Also known as photolithography, this produces prints by transferring the image to negative plates and printing them on paper; it is especially used for color printing.
A reverse-engraving process using a copper or steel plate to produce on image in relief, giving the final print effects of light and shadow (it translates roughly from the Italian to mean “half-tone,” alluding to the shadows it creates). The surface of the plate is roughened with a “rocker” so it will print solid colors, while the whites and shades are rubbed down so they will not take ink.
Artwork that employs two or more media, such as ink and paint or collages. It can even include prints like seriolithographs, which are a combination of serigraphy and lithography.
Artwork which is composed of a number of existing images arranged to join, overlap, or blend to create a new piece of art. Photographs, prints, and drawings are often used to create a collage or montage.
Also called a “screen-print” or "silk-screen" it is produced by pushing paint through a fine screen usually made of silk or nylon onto the canvas or art paper. Each color in the print uses a different screen.
A mixed media print that is a combination of a serigraph and an offset lithograph; it is known for the three-dimensional quality it lends to a print.
The printing surface is carved from a block of wood, usually seasoned hardwood such as apple, beech, or sycamore. The negative space of a design is cut into the surface with a sharp utensil and the remaining raised/ uncarved surface represents what will be printed. The wood is inked with a brayer or roller, and then impressed onto paper. The actual printing can be done by hand or with a press.
A variant of the woodcut technique in which a sheet of linoleum is used for the relief surface rather than wood. The linoleum sheet is inked with a brayer, and then impressed onto paper. The actual printing can be done by hand or with a press.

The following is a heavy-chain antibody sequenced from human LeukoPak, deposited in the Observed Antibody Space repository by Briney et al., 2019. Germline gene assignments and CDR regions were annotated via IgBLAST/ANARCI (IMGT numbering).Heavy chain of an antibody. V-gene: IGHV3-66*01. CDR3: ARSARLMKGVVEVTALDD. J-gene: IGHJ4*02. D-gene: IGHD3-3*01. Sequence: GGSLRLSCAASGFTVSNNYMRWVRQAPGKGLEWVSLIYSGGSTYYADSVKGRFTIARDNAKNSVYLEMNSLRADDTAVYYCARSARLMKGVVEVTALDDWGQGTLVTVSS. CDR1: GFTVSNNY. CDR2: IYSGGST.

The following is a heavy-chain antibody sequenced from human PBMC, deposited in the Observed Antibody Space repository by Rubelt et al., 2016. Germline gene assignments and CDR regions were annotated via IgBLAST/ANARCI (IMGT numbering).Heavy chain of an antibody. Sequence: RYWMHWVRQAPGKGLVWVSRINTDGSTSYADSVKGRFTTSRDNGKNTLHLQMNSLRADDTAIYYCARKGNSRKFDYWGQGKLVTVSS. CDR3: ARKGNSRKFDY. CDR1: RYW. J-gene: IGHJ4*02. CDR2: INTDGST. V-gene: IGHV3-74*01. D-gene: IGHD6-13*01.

The definitions below describe the initial uses of the terms.
Artist’s Proof (AP):
Print intended for the artist's personal use. It is common practice to reserve approximately ten percent of an edition as artist's proofs, although this figure can be higher. The artist's proof is sometimes referred to by the French term “épreuve d'artist” (abbreviation EA).
Cancellation Proof (CP):
Final print made once an edition series has been finished to show that the plate has been marred or mutilated by the artist and will never be used again to make more prints of the edition.
Hors d’Commerce Proof (HC):
Print identical to the edition print intended to be used as samples to show to dealers and galleries.
Museum Edition (ME):
Print identical to the edition print, but it is intended to be displayed in museums.
Printer’s Proof (PP):
Print retained by the printer as a reference. Artists often sign these prints as a gesture of appreciation.
Prints of the same image as the original edition but altered in some way (as in change of color, paper or printing process).
Studio Proof (SP):
Lithographs on canvas that are created with a textured brushstroke to recreate the artist’s actual brushwork. Studio proofs are often finished in oil.
Initial proofs that are created so the artist can examine, refine, and perfect the prints that will be in the limited edition. Trial proofs are not usually signed.
Certificate of Authenticity:
These are separate sheets of paper included with every limited edition print that serve to authenticate the work for insurance and valuation purposes. They usually include pertinent information, such as the number of prints in the edition.
A set of identical prints numbered in succession and signed by the artist. The total number of prints is set ("limited") by the artist who supervises the printing.
In a limited edition, the piece bears a number generally found on the bottom of the print. The number appears as a fraction, such as 10/75, which indicates that the work is reserved as the 10th print an edition of 75 prints.
The piece bears the hand signature of the artist or other specified party.
This can refer to a plate signed piece in which the signature is imprinted/ printed via plate or stamp. It also refers to an auto-pen signed piece in which a machine signs the piece with an actual pen using the artists signature as a guide.
A record of ownership history for a work of art, ideally from when it left the artist’s studio to its current location.
A small sketch or other enhancement an artist makes in the margin of some or all of the prints in an edition.
“Verso” is the Latin term that refers to the left-hand paged in a book (as opposed to the right-hand or “recto” page), but in the art world it is used to refer to the back side of a piece. When a piece is numbered “in verso,” it is numbered on the back of the print.
An image that does not have a definite border around it. This term also applies to a small image that is part of a larger print.